REVIEW: Orpheus, Adelaide Fringe 2018

Originally published in Glam Adelaide

There’s something sort of comforting about Orpheus. It’s like a hot cup of a tea at the end of a big, seedy night out. This modern adaptation of the ancient Greek legend weaves dirty pubs, backstreets and karaoke into the fearful Underwood of Hades. It’s simple in its concept, and features a great selection of music and songs that lift the audience’s hearts. This is a sweet story told with a lot of heart and gumption, though it does stray into cliché and cloying sweetness to truly nail the emotional breadth of the tale of the doomed lovers.

Staged at the Noel Lothian Hall (a really versatile space that has hosted some extraordinary works over the years), Orpheus retells the original myth as a modern verse poem about a lad (inexplicably called “Dave”) and the colourful naiad Eurydice who brings his monochrome existence to life when they meet in a karaoke bar. It is a neat update, but unfortunately, the verse poem written by Alexander Wright relies too much on repetition and clichés to actually delve into the intricacies of the characters. The biggest misstep is preserving the Female Muse stereotype rather than subverting or examining it, as Eurydice is only represented as a manic-pixie-dream-girl rather than a character with agency and ambition. Think 500 Days of Summer mixed with Once, with all the character development of the latter taken out.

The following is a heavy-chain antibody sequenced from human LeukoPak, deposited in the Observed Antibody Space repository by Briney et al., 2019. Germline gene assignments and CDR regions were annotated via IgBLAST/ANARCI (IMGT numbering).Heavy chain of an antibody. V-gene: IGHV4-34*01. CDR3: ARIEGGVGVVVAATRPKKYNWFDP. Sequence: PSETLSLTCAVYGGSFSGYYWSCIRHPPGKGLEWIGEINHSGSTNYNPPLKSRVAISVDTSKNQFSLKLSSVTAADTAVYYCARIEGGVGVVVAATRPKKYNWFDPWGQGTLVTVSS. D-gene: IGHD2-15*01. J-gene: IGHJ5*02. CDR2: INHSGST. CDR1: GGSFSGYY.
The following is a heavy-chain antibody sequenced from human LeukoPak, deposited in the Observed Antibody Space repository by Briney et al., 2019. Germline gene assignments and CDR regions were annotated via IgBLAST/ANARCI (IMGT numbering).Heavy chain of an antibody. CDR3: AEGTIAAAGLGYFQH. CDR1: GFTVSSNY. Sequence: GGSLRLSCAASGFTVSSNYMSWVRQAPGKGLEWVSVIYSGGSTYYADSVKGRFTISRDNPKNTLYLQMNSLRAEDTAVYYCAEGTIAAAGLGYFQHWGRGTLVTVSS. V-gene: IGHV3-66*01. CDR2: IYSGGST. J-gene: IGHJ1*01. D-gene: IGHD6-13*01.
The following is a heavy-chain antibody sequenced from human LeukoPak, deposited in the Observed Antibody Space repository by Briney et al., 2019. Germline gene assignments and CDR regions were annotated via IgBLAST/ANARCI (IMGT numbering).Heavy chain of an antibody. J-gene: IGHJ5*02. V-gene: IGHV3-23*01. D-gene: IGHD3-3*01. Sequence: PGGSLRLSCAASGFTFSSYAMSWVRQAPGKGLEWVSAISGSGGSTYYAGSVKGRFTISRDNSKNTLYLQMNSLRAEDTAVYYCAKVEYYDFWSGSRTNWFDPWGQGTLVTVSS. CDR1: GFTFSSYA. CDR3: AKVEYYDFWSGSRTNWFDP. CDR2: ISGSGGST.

The true joy in this piece is found in the music, which underscores the entire piece with thought and care. Phil Grainger’s voice is gorgeous, and his guitar-playing even more so. The songs are gentle, providing the emotional resonance to each section with a lightness that ties this production together.

Orpheus has a lot of great potential, with its novel format and fantastic music. The content, while relying uncomfortably on stereotypes, is strongly written and delivered with gumption. This is a simple show with a big beating heart.

3 stars out of 5.

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